By mentioning about immortality, eternity, the speaker indicates the idea of soul, which is even in Indian philosophy, is eternal, immortal. She wants to say, perhaps, that though body dies, the soul is immortal. She feels death comfortable, easy just because she knows that her soul will never die, she will live an eternal life in her soul.
Death is not a beautiful idea to cherish but for the speaker it is kind and calm because she has strong christian belief where there is the idea of afterlife in a very strange one. The poet has correlates Death, eternity and immortality in the poem. Once one dies, he gets another life, the life of soul which is eternal and immortal.
3. In the poem “Because I could not stop for Death”, the poet has deal with the idea of the ‘Cyclical nature of life and Death’- Discuss.
Ans: In the poem “Because I could not stop for Death”, Emily Dickinson depicts a close encounter with death and immortality. She uses personification to portray death and immortality as characters. Her familiarity with death at the beginning of the poem causes the reader to feel at case with the idea of Death. However, as the poem progresses, a sudden shift in tone causes readers to see Death for what it really is cruel and evil.
The poet has written that she is extremely busy in life, she has no time even to die. But death is an inevitable thing. The mortality is the thing what makes a man ‘man’. Death comes and stops by for the speaker and commands her to join for a ride on his carriage. The speaker is suggesting that as she is human, she is bound to die. The poem comments an the nature of life. During the speaker’s journey with the personified ‘Death”, the points that they pass along the way seem charged with significance. The journey format of the poem mimics the way that life itself is a journey from birth to death from the arrival of new life to its absence. The observations that the speaker makes along this journey seems to reinforce the idea that life and death are in cyclical balance, in a way the poem suggests life is not possible without death.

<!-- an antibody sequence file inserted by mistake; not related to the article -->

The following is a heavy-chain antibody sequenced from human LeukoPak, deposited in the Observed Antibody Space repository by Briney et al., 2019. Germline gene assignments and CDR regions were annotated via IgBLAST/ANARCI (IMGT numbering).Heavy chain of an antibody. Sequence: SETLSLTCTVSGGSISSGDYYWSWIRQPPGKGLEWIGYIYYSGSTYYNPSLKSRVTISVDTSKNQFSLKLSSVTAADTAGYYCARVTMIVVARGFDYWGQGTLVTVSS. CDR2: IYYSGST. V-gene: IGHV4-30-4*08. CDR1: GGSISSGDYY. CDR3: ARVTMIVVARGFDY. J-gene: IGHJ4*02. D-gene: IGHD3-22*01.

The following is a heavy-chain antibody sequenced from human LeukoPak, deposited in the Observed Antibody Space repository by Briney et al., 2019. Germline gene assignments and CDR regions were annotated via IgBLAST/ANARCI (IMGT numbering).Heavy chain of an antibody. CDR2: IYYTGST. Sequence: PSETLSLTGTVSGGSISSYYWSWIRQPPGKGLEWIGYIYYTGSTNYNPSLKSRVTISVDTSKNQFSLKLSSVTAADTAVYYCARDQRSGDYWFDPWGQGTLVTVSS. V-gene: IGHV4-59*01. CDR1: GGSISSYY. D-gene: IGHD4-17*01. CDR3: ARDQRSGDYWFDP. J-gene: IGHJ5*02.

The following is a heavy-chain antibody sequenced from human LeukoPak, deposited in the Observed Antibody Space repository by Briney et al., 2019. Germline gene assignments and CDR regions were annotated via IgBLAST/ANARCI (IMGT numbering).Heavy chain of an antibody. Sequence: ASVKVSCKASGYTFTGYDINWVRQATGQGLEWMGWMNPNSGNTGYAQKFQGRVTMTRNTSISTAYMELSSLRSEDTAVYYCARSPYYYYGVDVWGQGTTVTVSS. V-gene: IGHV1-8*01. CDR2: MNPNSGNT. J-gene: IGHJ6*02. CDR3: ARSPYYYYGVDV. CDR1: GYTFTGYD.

Firstly, though it is not an explicitly stated symbol in the poem, it is important to bear in mind that this is a journey taken with the aid of wheels. The carriage’s wheels are of course, circular, gently hinting at the circular transformation from nothing ness to life then to nothingness once more. While the first two stanzas set up the journey itself, it is from the third onwards that the speaker starts to notice the environment around her as it passes. The first point along the way is a school. “Where children strove at Racess in the Ring”. This image of children playing is important, symbolizing the continuation of life even after the speaker is no longer around to witness it. The verb “Strove” seems to suggest human effort, hinting even in the knowledge of inevitable death. The children are also playing in a “Ring”. The circular nature of which further reflects the cycle of life and death.
Soon after, the travelling party goes by a field. While the sun is setting representing the speaker’s death the “Gazing Grain” seems to be growing strong. This, then is another example of the contribution of life after death. Every year crops are harvested which also represents death, and then are replanted or regrown, enacting the shift from life into death and back again.
Then, in the penultimate stanza, the speaker seams to see her own grave. There is a sense here that the reality of death has arrived that the speaker will no longer be around to witness children playing or crops growing. The speaker is riding in death’s carriage and ‘he’ is crossing these sights and places which give her glimpses of her past life. The speaker will be gone but everything else will carry on as before. Perhaps her death even makes way for the continuation of life in her absence for new children to “Strive”, just as harvested grain makes way for new crops.
Subtly the poem suggests an interdependence between life and death. Both seem like necessary parts of the world. But the relationship between life and Death is by its nature perplexing and intriguing. We see that the speaker is already dead and is in her after life. When she says that she is driving along with immortality, we see that she has attained it. That is why the speaker is so calm throughout the poem. She is new in eternal peace, living behind all the labour, pain, happiness of earthly life. She is not in the world, but everything will be going on as usual. This is natural.